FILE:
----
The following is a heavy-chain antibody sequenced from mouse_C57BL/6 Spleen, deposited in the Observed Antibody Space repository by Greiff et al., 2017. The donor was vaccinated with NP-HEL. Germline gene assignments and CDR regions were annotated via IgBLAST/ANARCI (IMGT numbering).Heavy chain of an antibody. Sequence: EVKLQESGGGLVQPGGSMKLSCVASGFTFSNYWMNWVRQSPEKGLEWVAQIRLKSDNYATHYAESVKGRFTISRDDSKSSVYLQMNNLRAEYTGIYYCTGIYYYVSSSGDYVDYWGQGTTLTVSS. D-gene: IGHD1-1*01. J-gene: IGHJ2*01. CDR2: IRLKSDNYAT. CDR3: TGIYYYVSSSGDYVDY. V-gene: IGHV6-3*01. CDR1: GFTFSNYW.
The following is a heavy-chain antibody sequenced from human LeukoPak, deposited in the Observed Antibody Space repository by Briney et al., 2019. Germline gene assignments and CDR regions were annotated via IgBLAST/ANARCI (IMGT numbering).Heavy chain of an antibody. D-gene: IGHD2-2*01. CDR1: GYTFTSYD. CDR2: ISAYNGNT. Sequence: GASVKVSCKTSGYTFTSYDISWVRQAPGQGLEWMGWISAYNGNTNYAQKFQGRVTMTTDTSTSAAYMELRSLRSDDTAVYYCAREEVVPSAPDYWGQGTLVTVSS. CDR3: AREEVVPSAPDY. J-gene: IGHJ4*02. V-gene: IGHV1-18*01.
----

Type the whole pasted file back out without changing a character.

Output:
The following is a heavy-chain antibody sequenced from mouse_C57BL/6 Spleen, deposited in the Observed Antibody Space repository by Greiff et al., 2017. The donor was vaccinated with NP-HEL. Germline gene assignments and CDR regions were annotated via IgBLAST/ANARCI (IMGT numbering).Heavy chain of an antibody. Sequence: EVKLQESGGGLVQPGGSMKLSCVASGFTFSNYWMNWVRQSPEKGLEWVAQIRLKSDNYATHYAESVKGRFTISRDDSKSSVYLQMNNLRAEYTGIYYCTGIYYYVSSSGDYVDYWGQGTTLTVSS. D-gene: IGHD1-1*01. J-gene: IGHJ2*01. CDR2: IRLKSDNYAT. CDR3: TGIYYYVSSSGDYVDY. V-gene: IGHV6-3*01. CDR1: GFTFSNYW.
The following is a heavy-chain antibody sequenced from human LeukoPak, deposited in the Observed Antibody Space repository by Briney et al., 2019. Germline gene assignments and CDR regions were annotated via IgBLAST/ANARCI (IMGT numbering).Heavy chain of an antibody. D-gene: IGHD2-2*01. CDR1: GYTFTSYD. CDR2: ISAYNGNT. Sequence: GASVKVSCKTSGYTFTSYDISWVRQAPGQGLEWMGWISAYNGNTNYAQKFQGRVTMTTDTSTSAAYMELRSLRSDDTAVYYCAREEVVPSAPDYWGQGTLVTVSS. CDR3: AREEVVPSAPDY. J-gene: IGHJ4*02. V-gene: IGHV1-18*01.